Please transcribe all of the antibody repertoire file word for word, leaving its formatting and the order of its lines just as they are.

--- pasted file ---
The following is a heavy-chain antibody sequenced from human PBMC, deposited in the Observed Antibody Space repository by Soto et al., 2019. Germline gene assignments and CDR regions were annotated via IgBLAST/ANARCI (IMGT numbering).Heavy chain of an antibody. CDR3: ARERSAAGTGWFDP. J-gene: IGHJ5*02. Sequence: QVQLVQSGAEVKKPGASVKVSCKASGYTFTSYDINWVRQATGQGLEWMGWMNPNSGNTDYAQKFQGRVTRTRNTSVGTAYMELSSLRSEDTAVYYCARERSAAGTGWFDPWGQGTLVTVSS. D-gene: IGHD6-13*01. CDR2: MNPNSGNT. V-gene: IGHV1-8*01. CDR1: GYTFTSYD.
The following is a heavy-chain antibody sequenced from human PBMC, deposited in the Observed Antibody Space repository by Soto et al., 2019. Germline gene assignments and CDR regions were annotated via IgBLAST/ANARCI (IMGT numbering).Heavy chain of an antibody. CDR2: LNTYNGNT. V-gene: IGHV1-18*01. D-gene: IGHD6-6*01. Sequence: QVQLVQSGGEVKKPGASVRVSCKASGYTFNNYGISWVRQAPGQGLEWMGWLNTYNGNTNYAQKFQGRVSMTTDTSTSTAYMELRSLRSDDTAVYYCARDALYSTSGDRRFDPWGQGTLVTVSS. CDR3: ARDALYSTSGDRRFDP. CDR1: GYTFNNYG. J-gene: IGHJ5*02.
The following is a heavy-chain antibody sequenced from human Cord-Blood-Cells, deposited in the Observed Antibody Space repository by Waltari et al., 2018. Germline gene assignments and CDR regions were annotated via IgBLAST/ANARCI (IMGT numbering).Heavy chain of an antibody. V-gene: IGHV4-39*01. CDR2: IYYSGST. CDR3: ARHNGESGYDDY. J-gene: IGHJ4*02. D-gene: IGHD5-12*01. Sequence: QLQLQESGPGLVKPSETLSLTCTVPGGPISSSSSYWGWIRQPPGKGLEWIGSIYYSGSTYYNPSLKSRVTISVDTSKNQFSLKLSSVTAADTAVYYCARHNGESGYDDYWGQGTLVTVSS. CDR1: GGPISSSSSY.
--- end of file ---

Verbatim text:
The following is a heavy-chain antibody sequenced from human PBMC, deposited in the Observed Antibody Space repository by Soto et al., 2019. Germline gene assignments and CDR regions were annotated via IgBLAST/ANARCI (IMGT numbering).Heavy chain of an antibody. CDR3: ARERSAAGTGWFDP. J-gene: IGHJ5*02. Sequence: QVQLVQSGAEVKKPGASVKVSCKASGYTFTSYDINWVRQATGQGLEWMGWMNPNSGNTDYAQKFQGRVTRTRNTSVGTAYMELSSLRSEDTAVYYCARERSAAGTGWFDPWGQGTLVTVSS. D-gene: IGHD6-13*01. CDR2: MNPNSGNT. V-gene: IGHV1-8*01. CDR1: GYTFTSYD.
The following is a heavy-chain antibody sequenced from human PBMC, deposited in the Observed Antibody Space repository by Soto et al., 2019. Germline gene assignments and CDR regions were annotated via IgBLAST/ANARCI (IMGT numbering).Heavy chain of an antibody. CDR2: LNTYNGNT. V-gene: IGHV1-18*01. D-gene: IGHD6-6*01. Sequence: QVQLVQSGGEVKKPGASVRVSCKASGYTFNNYGISWVRQAPGQGLEWMGWLNTYNGNTNYAQKFQGRVSMTTDTSTSTAYMELRSLRSDDTAVYYCARDALYSTSGDRRFDPWGQGTLVTVSS. CDR3: ARDALYSTSGDRRFDP. CDR1: GYTFNNYG. J-gene: IGHJ5*02.
The following is a heavy-chain antibody sequenced from human Cord-Blood-Cells, deposited in the Observed Antibody Space repository by Waltari et al., 2018. Germline gene assignments and CDR regions were annotated via IgBLAST/ANARCI (IMGT numbering).Heavy chain of an antibody. V-gene: IGHV4-39*01. CDR2: IYYSGST. CDR3: ARHNGESGYDDY. J-gene: IGHJ4*02. D-gene: IGHD5-12*01. Sequence: QLQLQESGPGLVKPSETLSLTCTVPGGPISSSSSYWGWIRQPPGKGLEWIGSIYYSGSTYYNPSLKSRVTISVDTSKNQFSLKLSSVTAADTAVYYCARHNGESGYDDYWGQGTLVTVSS. CDR1: GGPISSSSSY.